Got in a bit of playtesting last night. Felt good. 1 new player, who gave the rules a once over and then tried a game. I went over some stuff, but she actually played a duel against somebody that’s only played twice before, so much of the in-game questions and answers were handled by him. Seemed like a good sign. I need to try and get playtest sessions happening a little more often; I find the first run at it is a little slow each time because it’s never very fresh in people’s heads. This wouldn’t be an issue if hel’s BELLEs played in 20-30 minutes, but it’s more of a 60-120 minute sort of deal, which means we rarely get in more than a couple games in a night. That said, we were clocking much closer to the 60-minute mark this time than we used to, which would seem to indicate that my efforts to streamline the Market/Upgrading were not in vain.
While I am simultaneously considering and developing a 3-4 player option, the base game is a duel between two players, and this is what we focused on last night. There were four of us, but we paired off to play separate games, and managed to get 2 full games in, and well into a third. GroupA’s first game went smoothly, with a couple of questions coming up, all of which are at this point covered in the rules (which need a table of contents or an index!) and could be quickly looked up. Balance between various options seemed good, and the recent tweaks I made to CPU upgradeability were lifesavers. It would have been a much longer trek without. Also had a chance to see the newly-added boot sequence (for when a mech’s entire core is replaced) put to use, and it was well-received all around; previously, mech replacement was a little too much pro and not enough con. GroupB’s game was very Market/upgrade heavy, and ran a little longer as a result, but both players were having a blast customizing their mechs, so this wasn’t a problem. It meant a longer game, but both players were fine with that. Had either one pushed the fight a little more, things would have moved along more quickly; they both enjoyed being able to explore some more options on the customization front (the new player was in this group, which likely played a role in the customization focus). GroupA got a second game well under way before we all had to call it a night, and it was a very close match with both players walking a fine line between customization and combat.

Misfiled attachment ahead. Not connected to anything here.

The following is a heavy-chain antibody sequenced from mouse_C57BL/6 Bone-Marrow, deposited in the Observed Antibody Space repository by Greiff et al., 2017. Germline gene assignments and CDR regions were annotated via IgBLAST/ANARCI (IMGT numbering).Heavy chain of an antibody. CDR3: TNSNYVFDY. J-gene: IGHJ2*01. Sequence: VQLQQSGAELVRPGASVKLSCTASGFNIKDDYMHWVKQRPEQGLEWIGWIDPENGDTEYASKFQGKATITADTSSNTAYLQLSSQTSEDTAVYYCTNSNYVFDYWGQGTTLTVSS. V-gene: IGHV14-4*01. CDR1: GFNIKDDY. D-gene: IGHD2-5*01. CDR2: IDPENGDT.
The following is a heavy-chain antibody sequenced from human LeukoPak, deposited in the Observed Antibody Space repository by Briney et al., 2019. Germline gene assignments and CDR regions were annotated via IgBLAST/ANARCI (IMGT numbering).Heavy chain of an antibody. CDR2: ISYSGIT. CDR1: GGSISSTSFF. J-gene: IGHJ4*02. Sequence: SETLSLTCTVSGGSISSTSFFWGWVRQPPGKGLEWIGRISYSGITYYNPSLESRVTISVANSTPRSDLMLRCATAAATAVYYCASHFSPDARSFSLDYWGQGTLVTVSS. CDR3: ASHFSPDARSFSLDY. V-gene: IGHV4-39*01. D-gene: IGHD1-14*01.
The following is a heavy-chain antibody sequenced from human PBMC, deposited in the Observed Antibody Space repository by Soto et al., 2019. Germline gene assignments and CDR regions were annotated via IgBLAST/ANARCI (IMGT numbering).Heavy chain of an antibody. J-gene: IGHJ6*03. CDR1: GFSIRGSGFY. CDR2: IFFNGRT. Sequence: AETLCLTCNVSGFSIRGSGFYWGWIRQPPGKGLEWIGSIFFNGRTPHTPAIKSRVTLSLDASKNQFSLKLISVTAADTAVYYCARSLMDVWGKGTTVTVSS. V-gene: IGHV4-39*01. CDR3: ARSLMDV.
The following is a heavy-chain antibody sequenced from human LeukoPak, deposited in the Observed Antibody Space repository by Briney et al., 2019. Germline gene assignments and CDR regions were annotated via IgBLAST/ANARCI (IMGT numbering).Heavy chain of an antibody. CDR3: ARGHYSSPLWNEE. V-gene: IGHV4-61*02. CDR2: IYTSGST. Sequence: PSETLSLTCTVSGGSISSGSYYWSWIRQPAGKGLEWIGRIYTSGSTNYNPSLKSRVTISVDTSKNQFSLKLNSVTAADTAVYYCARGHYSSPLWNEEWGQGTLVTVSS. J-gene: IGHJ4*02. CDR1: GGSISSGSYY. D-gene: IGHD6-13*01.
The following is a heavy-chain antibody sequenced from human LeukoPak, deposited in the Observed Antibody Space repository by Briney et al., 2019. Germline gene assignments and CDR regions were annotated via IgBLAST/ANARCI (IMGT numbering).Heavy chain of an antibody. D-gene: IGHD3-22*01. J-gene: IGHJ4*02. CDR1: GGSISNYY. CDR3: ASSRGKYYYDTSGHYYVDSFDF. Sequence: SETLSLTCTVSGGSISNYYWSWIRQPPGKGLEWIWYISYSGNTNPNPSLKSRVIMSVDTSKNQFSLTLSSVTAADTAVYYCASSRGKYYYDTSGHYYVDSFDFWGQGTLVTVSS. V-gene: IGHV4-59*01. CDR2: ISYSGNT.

As I mentioned, balance between different aspects of the game seems to be more or less achieved at this point. Next time I expect to test out a new repair procedure (the old one just isn’t efficient enough to make it an attractive option) and make some terrain tweaks. Defending is still up in the air as to whether it’s valuable enough to keep around.
…is what my brother in law calls carcassonne, which I played this afternoon with my wife and my folks. I frequently (when I don’t give books) like to give board games as gifts. This has mixed results sometimes, as it can be tricky finding a game that’s got the right mix of introducability, forgiving learning curve, fun, and depth. Sometimes they sit for a while. Sometimes they sit longer than that. So when my parents told me they’d played carcassonne at their friends’ place, it was a no brainer. A solid board game they already liked? I picked it up and gave it to them for Christmas. Its an excellent game, and I felt good about its odds.
They’ve played almost every day since january. 1 game every afternoon after lunch. Which is fantastic, as it means they’re comfortable with it. (Also very good. I myself have probably only played 4-6 games of carcassonne ever). My mother won, which she felt great about; apparently my dad *always* gets *all* the monasteries, and we broke that up a bit. At least that was their take on it. Grin. Also squeezed in a quick game of euchre before our son woke up from his nap.
For my birthday a couple months ago, my folks gave me merchant of venus, which they look forward to trying with us at some point. H is going to need a significantly longer nap. Probably have to play that one here, after he’s gone to bed.